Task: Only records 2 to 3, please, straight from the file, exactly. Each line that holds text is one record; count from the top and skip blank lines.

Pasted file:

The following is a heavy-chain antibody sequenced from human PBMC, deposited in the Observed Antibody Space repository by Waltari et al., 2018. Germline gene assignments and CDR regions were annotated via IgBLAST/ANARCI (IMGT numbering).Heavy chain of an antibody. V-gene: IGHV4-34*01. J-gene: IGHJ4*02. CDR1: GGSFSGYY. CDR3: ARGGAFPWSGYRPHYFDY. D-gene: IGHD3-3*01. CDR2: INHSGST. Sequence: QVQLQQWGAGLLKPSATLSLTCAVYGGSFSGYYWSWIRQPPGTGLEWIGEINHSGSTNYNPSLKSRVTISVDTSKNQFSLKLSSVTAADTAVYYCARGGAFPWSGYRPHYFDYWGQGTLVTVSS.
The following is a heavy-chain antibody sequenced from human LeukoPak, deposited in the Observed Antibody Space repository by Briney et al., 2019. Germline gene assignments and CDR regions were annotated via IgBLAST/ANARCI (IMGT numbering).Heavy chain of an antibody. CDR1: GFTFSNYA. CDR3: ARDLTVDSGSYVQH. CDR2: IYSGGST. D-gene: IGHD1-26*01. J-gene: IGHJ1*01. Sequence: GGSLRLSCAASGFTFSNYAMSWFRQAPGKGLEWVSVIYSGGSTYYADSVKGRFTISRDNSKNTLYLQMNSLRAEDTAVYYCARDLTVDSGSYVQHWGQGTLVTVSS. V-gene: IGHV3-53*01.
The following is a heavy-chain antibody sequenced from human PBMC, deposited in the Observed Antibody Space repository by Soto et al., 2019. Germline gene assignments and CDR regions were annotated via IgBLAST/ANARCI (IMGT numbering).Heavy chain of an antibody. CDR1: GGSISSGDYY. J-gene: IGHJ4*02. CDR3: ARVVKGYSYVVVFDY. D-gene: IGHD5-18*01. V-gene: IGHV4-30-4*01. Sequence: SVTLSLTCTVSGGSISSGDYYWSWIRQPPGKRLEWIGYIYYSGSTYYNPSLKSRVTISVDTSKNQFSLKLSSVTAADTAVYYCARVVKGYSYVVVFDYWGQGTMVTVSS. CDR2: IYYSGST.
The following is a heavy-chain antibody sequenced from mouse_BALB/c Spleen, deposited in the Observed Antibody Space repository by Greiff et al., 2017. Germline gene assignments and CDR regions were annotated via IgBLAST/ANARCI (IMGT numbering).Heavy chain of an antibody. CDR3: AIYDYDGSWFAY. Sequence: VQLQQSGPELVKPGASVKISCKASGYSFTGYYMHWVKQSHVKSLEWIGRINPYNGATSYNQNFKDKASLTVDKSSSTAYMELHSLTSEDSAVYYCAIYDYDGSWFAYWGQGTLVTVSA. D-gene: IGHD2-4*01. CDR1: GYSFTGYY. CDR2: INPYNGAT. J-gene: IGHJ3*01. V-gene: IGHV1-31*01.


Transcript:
The following is a heavy-chain antibody sequenced from human LeukoPak, deposited in the Observed Antibody Space repository by Briney et al., 2019. Germline gene assignments and CDR regions were annotated via IgBLAST/ANARCI (IMGT numbering).Heavy chain of an antibody. CDR1: GFTFSNYA. CDR3: ARDLTVDSGSYVQH. CDR2: IYSGGST. D-gene: IGHD1-26*01. J-gene: IGHJ1*01. Sequence: GGSLRLSCAASGFTFSNYAMSWFRQAPGKGLEWVSVIYSGGSTYYADSVKGRFTISRDNSKNTLYLQMNSLRAEDTAVYYCARDLTVDSGSYVQHWGQGTLVTVSS. V-gene: IGHV3-53*01.
The following is a heavy-chain antibody sequenced from human PBMC, deposited in the Observed Antibody Space repository by Soto et al., 2019. Germline gene assignments and CDR regions were annotated via IgBLAST/ANARCI (IMGT numbering).Heavy chain of an antibody. CDR1: GGSISSGDYY. J-gene: IGHJ4*02. CDR3: ARVVKGYSYVVVFDY. D-gene: IGHD5-18*01. V-gene: IGHV4-30-4*01. Sequence: SVTLSLTCTVSGGSISSGDYYWSWIRQPPGKRLEWIGYIYYSGSTYYNPSLKSRVTISVDTSKNQFSLKLSSVTAADTAVYYCARVVKGYSYVVVFDYWGQGTMVTVSS. CDR2: IYYSGST.